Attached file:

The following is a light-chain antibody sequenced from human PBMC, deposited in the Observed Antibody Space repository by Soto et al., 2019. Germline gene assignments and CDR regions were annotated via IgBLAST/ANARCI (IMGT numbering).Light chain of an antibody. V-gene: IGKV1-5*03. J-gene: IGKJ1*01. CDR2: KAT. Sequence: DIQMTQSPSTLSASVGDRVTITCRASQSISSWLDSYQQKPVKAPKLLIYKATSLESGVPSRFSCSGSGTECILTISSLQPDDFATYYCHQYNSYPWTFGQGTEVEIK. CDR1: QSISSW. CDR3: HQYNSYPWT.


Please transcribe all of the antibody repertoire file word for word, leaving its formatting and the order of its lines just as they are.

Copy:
The following is a light-chain antibody sequenced from human PBMC, deposited in the Observed Antibody Space repository by Soto et al., 2019. Germline gene assignments and CDR regions were annotated via IgBLAST/ANARCI (IMGT numbering).Light chain of an antibody. V-gene: IGKV1-5*03. J-gene: IGKJ1*01. CDR2: KAT. Sequence: DIQMTQSPSTLSASVGDRVTITCRASQSISSWLDSYQQKPVKAPKLLIYKATSLESGVPSRFSCSGSGTECILTISSLQPDDFATYYCHQYNSYPWTFGQGTEVEIK. CDR1: QSISSW. CDR3: HQYNSYPWT.